- Paperback: 288 pages
- Publisher: Schocken Books; Expanded edition (September 8, 1992)
- Language: English
- ISBN-10: 0805210040
- ISBN-13: 978-0805210040
- Product Dimensions: 6 x 0.8 x 9 inches
- Shipping Weight: 14.4 ounces (View shipping rates and policies)
- Average Customer Review: 60 customer reviews
- Amazon Best Sellers Rank: #3,966,381 in Books (See Top 100 in Books)
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Women's Diaries of the Westward Journey Expanded Edition
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From School Library Journal
YA-- A revised edition of Schlissel's 1982 book (Schocken) about the journey westward in mid-19th-century America from the point of view of the women involved. Readers will find first-person narrations by the women themselves after an extensive (160 pages) introduction that not only sets the scene, but also adequately describes the trials and tribulations on this difficult journey. The author has added an entry from the diary of a 16-year-old bride that presents a lighter side of the trek. A worthwhile addition not only for frontier studies but also for its perspective on women's issues.
Copyright 1993 Reed Business Information, Inc.
From the Inside Flap
An expanded edition of one of the most original and provocative works of American history of the last decade, which documents the pioneering experiences and grit of American frontier women.
Author interviews, book reviews, editors picks, and more. Read it now
Top customer reviews
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There are several extended quotes of diaries at the back of the book (definitely not the whole diary), and snippets throughout the chapters, but most of the writing is the author explaining things to the reader.
There are also pictures of some of the diary writers who are quoted. (Why do they always look stern?)
The hardships these women (families) went through are incredible, physical and mental.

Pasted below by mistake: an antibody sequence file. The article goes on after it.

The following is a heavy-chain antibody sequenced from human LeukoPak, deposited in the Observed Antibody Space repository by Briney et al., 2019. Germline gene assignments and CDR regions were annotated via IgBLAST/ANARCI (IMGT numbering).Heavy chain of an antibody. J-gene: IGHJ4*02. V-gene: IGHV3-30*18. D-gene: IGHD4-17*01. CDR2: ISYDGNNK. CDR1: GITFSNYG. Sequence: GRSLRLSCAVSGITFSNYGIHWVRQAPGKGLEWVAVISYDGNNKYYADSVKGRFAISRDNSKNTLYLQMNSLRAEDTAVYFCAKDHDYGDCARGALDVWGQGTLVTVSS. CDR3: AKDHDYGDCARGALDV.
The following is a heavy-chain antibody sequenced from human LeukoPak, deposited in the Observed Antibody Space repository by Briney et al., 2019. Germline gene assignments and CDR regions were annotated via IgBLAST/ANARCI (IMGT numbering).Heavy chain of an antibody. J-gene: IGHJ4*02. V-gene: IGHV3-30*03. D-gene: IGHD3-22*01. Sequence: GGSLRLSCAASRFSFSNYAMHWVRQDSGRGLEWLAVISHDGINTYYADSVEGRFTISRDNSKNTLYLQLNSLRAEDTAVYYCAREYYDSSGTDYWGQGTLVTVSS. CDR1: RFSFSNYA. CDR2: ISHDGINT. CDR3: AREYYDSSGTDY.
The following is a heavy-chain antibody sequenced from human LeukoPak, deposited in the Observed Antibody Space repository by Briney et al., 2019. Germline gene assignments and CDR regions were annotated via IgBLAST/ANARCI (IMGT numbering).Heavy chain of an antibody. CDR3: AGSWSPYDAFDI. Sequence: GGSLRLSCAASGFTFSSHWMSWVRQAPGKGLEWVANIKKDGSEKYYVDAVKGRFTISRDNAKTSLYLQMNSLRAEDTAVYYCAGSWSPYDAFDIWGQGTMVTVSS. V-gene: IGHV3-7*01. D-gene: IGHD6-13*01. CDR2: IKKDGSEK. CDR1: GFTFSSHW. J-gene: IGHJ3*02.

Think of camping on the open plains for 5 months,
finding food & water from the land (or sometimes indians),
being sick (and for many people, dying) with no doctor, medicine, or hospital around,
and since many women travelled while pregnant - giving birth in a covered wagon, then moving on the next day.
Many travelled with children, some of whom died & had to be buried, never to visit their grave again. In some cases, people were buried under the trail, so the grave would be obliterated and the indians wouldn't know where to dig to get their clothing.
Schlissel fills in some of the omissions in the stories of the prim and proper Victorian ladies: how did they deal with things like childbirth, periods, or relieving oneself when there wasn't a privy to be had for hundreds of miles? These are the kinds of things they don't teach you in history classes.
For some of the diarists, going West was a marvelous adventure. For others, it was an ordeal they had to endure because their husbands or fathers wanted to go, and the women did not feel they had any other choice. This book is a marvelous window into the thoughts and feelings of our pioneer fore-mothers. The journal entries, combined with photographs from this period, make for a fascinating read.
Prof. Schlissel has used the diaries and letters of these women to draw a picture of their daily lives and concerns during the journey.